Book on San Diego Flora Argues Pro-Plant Politics

There aren't many people who would call a book on the plants of San Diego County a political statement, but then there aren't many people who pray for wildfires, either. Mitchell Beauchamp does both.

That's one measure of how much he cares about local native plants. Another is his encyclopedic knowledge of them.

What's the oldest plant in the county, Mitch? "Probably some of our coast live oak trees. Some of the really huge ones are over 1,000 years old," he explained patiently.

What's the rarest plant? "One of the rarest is a little blue-flowered annual called the Cuyamaca Lake downingia. It's found only in wet areas near Cuyamaca Lake."

And what's that tall, thin cactus that grows on the windward slopes of Cabrillo National Monument? "Velvet cactus. Within San Diego County it's found only in small patches at the monument and at UC San Diego."

You get the idea. The amazing thing is that Beauchamp can spout similar information for many of the plants in the county--and by his own count there are 2,210 different kinds, including trees and weeds.

Beauchamp is a botanist and principal consultant for Pacific Southwest Biological Services, an environmental consulting firm in National City. His book, "A Flora of San Diego County, California," is being published this month. It's the first attempt in nearly 40 years to compile a complete list of every type of plant that grows in the county--and where each grows.

The project has kept Beauchamp occupied, off and on, for the last 15 years. But Beauchamp, 39--a third-generation native of National City--is appalled at the way housing tracts and agricultural development have destroyed the county's open hills and canyons, and he is hoping that his book will help convince people that many native plants here are unique and need protection.

"In terms of the number of native plants, San Diego County has more diversity than any other county in the continental United States," he pointed out. "But developers and the people who move here are totally ignorant of it" and don't seem to be concerned that many of the plants are gradually being wiped out.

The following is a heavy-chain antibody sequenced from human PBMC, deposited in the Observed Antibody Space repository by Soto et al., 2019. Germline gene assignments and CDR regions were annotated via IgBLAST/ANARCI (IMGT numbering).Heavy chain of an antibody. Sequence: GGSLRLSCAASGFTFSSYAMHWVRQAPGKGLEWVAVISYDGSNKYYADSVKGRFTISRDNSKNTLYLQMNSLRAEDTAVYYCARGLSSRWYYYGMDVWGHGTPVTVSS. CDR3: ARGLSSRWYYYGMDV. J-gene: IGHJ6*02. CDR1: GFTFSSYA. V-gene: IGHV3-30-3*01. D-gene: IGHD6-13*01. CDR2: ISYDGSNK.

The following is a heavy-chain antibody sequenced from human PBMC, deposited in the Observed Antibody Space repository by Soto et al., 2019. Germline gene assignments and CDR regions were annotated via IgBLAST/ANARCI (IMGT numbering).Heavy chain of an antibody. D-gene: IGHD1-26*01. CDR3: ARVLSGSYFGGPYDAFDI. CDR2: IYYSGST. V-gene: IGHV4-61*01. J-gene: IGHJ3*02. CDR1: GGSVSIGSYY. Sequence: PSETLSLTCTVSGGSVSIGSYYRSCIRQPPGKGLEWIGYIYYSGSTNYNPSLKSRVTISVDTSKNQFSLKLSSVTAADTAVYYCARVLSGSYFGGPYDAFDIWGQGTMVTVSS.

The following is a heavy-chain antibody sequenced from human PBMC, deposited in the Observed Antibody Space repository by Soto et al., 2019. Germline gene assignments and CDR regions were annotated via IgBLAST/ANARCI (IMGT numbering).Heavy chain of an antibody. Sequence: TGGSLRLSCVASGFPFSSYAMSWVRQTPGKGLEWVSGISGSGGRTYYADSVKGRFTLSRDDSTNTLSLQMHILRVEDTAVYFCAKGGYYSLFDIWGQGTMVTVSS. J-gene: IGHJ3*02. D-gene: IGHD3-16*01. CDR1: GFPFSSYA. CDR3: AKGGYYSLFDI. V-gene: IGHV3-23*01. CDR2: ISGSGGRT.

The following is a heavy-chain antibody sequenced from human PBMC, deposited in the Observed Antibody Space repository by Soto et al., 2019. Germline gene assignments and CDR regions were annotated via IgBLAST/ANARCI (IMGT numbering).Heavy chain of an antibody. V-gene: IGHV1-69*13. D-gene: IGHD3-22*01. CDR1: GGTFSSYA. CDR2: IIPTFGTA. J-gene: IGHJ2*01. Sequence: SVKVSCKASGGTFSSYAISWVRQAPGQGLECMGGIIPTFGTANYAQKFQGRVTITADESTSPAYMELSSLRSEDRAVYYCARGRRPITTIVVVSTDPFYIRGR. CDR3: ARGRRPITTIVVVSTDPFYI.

Documentation of Diversity

"My book is documentation of this fantastic diversity of plants we have at our doorstep," he said. "It's a political statement, based on scientific evidence, that the county is a very unique area.

"You want proof? Start counting."

The last comprehensive inventory of the county's plants was published in 1949 by Ethel Bailey Higgins, a former curator of botany at the San Diego Natural History Museum. Beauchamp doesn't mean to detract from Higgins' book by publishing his own; in fact, he met Higgins in 1962 and still treasures the autographed copy of her book that she gave him.

Some Drastic Changes

But since 1949 there have been some dramatic changes in the county's plant life, according to Beauchamp. Among them:

- The spreading of new species of weeds, many of them introduced in "seed sprays" used by developers to revegetate hillsides that have been denuded during construction. "Weeds cannot invade an area unless it's been disturbed by the hand of man," Beauchamp noted, "and in San Diego County the hand of man has generally been a bulldozer."

- The obliteration of some types of plants that were flourishing here 40 years ago. The main culprits are urban development and increasing agriculture.

The discovery of several new plant species.

Thomas Oberbauer, field chairman for the California Native Plant Society and an environmental management specialist for the County of San Diego, said it is high time that botanists updated their knowledge of which plants grow here, and where. Such information not only allows scientists to see how plant communities have changed over time, but is "also useful for determining environmental impacts," he said. "It gives you an idea how much habitat is left for an individual species . . . and there are more species of rare and endangered plants here than in any other county in the continental United States."

Beauchamp said the book will be a valuable reference for professional and amateur botanists, students, environmental consultants, and state and federal officials charged with managing wildlife habitat. It includes a key for identifying plants, and maps that show the extent of various plant communities.